Government spending in the United States is estimated to reach $2.73 trillion in 2019. These funds are divided into three categories: discretionary spending, mandatory spending and interest on debt. As a business owner, it's essential to have a good understanding of the government expenditure because it indicates where your money goes and what the economy looks like. Based on this information, you can decide whether or not it's the right time to make investments, how much your customers can afford to spend and how to plan your marketing efforts.
TL;DR (Too Long; Didn't Read)
Government expenditure refers to the funds and resources allocated by the government to social goods and services, such as health care, education and infrastructure.
Government Spending Definition
Each year, governments worldwide allocate funds to health care, education, national defense, social services and more. They do so in order to supply goods and services to the public sector, redistribute income, support certain industries and improve the local and national economy. These expenses are referred to as government spending or government expenditure.
The role of government spending is to stimulate economic growth and satisfy the individual or collective needs of the public sector. How these funds are allocated varies among countries.
For example, social protection followed by health and public services were the primary function of government spending in European Union and European Free Trade Association countries in 2016. The U.S., by comparison, allocated 26 percent of its budget to health care, 24 percent to Social Security and 15 percent to national defense in 2017. About 9 percent of funds went into safety net programs and 7 percent into interest on debt. Other government spending examples include education, medical research, transportation, infrastructure and so on.
Types of Government Expenditure
Government expenditure around the world differs in size and priorities. In general, it can be divided into three main categories, namely capital expenditure, consumption and transfer payments.
The funds allocated to products and services for current use to satisfy citizens' needs are categorized as consumption expenditures. These may include education, housing, justice, defense and more. The funds allocated to goods and services that will benefit the economy in the long run are considered capital expenditures. Basically, the government invests in people, infrastructure, research and other areas to increase aggregate demand and stimulate the economy.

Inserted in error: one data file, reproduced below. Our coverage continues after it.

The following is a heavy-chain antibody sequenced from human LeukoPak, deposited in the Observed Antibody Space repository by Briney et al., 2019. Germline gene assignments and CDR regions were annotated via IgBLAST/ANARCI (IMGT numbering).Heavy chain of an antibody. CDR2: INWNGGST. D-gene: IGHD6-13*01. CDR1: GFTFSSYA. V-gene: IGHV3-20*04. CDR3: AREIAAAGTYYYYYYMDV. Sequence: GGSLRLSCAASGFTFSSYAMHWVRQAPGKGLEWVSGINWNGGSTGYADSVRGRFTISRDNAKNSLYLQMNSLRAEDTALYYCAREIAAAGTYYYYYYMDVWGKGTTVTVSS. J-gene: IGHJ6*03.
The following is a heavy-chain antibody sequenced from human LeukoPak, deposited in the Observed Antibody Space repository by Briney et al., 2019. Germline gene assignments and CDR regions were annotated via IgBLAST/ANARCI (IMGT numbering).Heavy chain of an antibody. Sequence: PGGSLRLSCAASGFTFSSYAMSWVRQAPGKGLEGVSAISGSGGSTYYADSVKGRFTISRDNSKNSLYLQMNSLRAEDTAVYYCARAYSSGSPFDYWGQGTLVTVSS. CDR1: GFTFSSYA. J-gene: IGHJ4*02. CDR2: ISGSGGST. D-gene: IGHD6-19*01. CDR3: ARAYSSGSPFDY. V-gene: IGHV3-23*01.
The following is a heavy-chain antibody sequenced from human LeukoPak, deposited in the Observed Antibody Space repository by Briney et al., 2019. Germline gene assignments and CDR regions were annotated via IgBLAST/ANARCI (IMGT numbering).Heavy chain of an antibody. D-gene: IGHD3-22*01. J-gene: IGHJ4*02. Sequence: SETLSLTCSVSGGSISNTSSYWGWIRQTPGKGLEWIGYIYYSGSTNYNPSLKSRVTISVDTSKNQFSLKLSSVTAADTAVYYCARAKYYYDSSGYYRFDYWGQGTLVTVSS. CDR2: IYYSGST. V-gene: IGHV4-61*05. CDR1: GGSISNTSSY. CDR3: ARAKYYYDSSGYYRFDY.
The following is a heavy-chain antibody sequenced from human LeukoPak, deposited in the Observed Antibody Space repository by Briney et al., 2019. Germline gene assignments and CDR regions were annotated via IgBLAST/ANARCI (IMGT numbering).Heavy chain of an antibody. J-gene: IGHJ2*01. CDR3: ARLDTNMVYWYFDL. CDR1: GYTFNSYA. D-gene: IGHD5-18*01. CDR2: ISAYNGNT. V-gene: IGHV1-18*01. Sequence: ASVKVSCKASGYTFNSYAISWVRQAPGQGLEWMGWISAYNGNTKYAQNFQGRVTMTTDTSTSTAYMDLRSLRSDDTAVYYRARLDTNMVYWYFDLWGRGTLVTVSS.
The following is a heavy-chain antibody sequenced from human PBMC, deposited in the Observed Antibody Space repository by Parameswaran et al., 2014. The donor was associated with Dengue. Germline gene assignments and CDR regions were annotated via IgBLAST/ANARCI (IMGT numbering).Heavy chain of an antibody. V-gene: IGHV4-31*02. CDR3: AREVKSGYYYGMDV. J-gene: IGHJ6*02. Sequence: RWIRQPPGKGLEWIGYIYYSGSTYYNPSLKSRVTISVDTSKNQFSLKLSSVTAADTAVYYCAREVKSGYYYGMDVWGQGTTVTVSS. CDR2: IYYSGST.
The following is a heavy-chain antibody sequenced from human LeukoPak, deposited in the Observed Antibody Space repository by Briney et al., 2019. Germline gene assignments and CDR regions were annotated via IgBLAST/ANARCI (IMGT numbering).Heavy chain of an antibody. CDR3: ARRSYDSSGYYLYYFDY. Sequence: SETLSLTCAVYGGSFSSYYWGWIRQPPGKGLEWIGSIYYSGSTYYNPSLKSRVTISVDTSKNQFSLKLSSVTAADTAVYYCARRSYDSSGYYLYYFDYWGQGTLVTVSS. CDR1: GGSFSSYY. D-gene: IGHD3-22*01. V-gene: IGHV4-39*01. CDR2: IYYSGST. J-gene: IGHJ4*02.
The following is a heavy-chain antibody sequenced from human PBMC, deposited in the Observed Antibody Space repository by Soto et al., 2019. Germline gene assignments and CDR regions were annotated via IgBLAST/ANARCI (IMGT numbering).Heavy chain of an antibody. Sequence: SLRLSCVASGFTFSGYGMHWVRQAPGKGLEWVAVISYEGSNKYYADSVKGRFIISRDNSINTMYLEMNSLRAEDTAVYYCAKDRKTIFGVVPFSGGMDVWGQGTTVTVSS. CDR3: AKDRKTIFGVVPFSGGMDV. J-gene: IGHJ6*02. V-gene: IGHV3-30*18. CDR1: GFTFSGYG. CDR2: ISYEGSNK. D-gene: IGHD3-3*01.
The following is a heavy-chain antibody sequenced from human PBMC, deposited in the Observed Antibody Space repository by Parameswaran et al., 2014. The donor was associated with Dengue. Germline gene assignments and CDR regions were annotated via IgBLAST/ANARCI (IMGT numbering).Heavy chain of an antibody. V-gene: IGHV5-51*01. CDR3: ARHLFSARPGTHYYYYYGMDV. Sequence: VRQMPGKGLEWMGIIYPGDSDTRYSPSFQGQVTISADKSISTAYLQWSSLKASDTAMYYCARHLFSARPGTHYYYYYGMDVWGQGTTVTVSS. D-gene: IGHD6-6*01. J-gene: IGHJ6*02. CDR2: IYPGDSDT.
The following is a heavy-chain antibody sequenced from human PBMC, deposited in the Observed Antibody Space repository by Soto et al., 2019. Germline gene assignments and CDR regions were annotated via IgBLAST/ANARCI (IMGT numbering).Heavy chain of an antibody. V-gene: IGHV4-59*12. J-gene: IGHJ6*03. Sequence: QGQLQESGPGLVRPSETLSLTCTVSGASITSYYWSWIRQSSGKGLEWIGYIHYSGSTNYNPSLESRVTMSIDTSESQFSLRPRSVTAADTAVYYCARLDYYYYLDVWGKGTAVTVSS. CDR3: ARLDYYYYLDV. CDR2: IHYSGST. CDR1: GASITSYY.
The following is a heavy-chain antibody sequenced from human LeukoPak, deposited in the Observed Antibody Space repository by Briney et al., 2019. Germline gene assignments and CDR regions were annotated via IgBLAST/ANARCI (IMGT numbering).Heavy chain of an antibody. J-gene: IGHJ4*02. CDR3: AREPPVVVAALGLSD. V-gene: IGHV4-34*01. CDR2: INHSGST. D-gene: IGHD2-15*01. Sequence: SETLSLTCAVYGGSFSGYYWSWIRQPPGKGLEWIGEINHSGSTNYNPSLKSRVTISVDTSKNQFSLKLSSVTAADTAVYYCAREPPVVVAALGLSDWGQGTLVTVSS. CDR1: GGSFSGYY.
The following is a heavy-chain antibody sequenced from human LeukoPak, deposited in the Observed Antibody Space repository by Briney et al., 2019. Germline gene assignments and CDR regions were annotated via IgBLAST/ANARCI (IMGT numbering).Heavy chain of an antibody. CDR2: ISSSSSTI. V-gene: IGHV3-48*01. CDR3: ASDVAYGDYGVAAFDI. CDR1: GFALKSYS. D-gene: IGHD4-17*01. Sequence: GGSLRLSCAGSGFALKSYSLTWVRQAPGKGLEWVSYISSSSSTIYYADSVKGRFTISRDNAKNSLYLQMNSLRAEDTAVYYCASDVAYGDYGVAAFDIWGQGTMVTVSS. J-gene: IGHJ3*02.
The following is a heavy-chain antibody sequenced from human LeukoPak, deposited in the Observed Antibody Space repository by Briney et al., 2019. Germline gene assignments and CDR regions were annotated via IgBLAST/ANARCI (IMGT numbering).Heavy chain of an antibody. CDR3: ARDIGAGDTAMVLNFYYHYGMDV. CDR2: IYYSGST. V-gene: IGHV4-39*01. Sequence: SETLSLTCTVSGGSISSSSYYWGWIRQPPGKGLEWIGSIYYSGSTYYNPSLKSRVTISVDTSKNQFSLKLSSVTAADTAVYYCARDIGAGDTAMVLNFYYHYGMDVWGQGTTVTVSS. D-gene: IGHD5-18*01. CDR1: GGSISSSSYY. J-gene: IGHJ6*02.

Unemployment benefits, retirement programs, financial aid and other expenses that involve transfers of money are considered transfer payments. Their role is to increase employment rates and industrial activity, redistribute income and help people afford school and other basic services. These expenses are not included in gross domestic product, or GDP. In the U.S, government spending as a percentage of GDP was 37.7 in 2016.
Why Does It Matter?
Government expenditure has a direct impact on a country’s economic growth and businesses. For example, if government spending increases, people have to pay more in tax. This means they have less money left after receiving their paychecks and may no longer be able to afford certain products and services. If you're selling luxury goods or more expensive items, you may lose customers and revenue.
Some businesses, however, benefit from increased government expenditure. If you provide goods or services to public schools and other public institutions, you'll earn a steady revenue. Additionally, investments in education and infrastructure, for example, are likely to boost economic growth and labor productivity in the long run.
Government spending also helps reduce income inequality among individuals, but not all countries have effective policies in place. According to the Organisation for Economic Co-operation and Development, the world has reached the highest levels of income inequality in the past 50 years. There's a huge gap between the rich and the poor in Haiti, Zambia, China, Seychelles and other countries. On the other hand, a high GDP doesn’t necessarily translate into well-being or higher living standards for citizens.
- Eurostat: Government Expenditure by Function
- The Balance: Current Federal Mandatory Spending
- Center on Budget and Policy Priorities: Policy Basics – Where Do Our Federal Tax Dollars Go?
- OECD iLibrary: General Government Final Consumption
- Hoosiers By The Numbers: Government Transfer Payments
- Investopedia: Transfer Payment
- IDEAS: Impact Of Government Spending On Income Inequality
- Organisation for Economic Co-operation and Development: Inequality
- Trading Economics: United States Government Spending to GDP
- Our World in Data: Government Spending
- WhiteHouse.gov: An American Budget 2019
- Jupiterimages/liquidlibrary/Getty Images